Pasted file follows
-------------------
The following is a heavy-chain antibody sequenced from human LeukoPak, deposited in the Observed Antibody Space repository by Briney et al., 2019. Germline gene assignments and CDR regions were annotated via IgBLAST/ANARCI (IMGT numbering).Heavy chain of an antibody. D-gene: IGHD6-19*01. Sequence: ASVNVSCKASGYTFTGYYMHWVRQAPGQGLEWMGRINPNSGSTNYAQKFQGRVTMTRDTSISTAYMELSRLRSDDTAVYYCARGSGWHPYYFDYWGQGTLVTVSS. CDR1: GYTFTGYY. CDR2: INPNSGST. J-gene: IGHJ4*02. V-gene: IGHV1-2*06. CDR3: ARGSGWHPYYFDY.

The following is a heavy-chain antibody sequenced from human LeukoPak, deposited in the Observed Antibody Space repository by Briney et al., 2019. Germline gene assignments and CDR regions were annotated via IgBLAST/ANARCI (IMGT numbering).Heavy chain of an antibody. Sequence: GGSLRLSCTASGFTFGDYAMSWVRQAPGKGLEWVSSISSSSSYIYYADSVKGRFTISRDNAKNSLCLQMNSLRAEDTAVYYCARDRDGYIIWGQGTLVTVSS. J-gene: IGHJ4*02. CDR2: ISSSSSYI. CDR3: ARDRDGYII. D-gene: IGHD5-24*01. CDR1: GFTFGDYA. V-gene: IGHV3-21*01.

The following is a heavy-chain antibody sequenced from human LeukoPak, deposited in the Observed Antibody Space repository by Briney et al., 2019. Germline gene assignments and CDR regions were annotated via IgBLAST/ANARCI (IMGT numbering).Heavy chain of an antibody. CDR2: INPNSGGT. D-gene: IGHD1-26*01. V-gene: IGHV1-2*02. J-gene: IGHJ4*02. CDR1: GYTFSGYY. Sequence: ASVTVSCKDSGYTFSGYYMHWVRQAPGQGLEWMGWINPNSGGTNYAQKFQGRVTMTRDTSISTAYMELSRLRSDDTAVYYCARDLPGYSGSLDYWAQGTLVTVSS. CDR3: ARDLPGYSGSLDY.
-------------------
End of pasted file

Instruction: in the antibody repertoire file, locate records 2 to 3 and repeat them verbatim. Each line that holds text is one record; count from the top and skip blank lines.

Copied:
The following is a heavy-chain antibody sequenced from human LeukoPak, deposited in the Observed Antibody Space repository by Briney et al., 2019. Germline gene assignments and CDR regions were annotated via IgBLAST/ANARCI (IMGT numbering).Heavy chain of an antibody. Sequence: GGSLRLSCTASGFTFGDYAMSWVRQAPGKGLEWVSSISSSSSYIYYADSVKGRFTISRDNAKNSLCLQMNSLRAEDTAVYYCARDRDGYIIWGQGTLVTVSS. J-gene: IGHJ4*02. CDR2: ISSSSSYI. CDR3: ARDRDGYII. D-gene: IGHD5-24*01. CDR1: GFTFGDYA. V-gene: IGHV3-21*01.

The following is a heavy-chain antibody sequenced from human LeukoPak, deposited in the Observed Antibody Space repository by Briney et al., 2019. Germline gene assignments and CDR regions were annotated via IgBLAST/ANARCI (IMGT numbering).Heavy chain of an antibody. CDR2: INPNSGGT. D-gene: IGHD1-26*01. V-gene: IGHV1-2*02. J-gene: IGHJ4*02. CDR1: GYTFSGYY. Sequence: ASVTVSCKDSGYTFSGYYMHWVRQAPGQGLEWMGWINPNSGGTNYAQKFQGRVTMTRDTSISTAYMELSRLRSDDTAVYYCARDLPGYSGSLDYWAQGTLVTVSS. CDR3: ARDLPGYSGSLDY.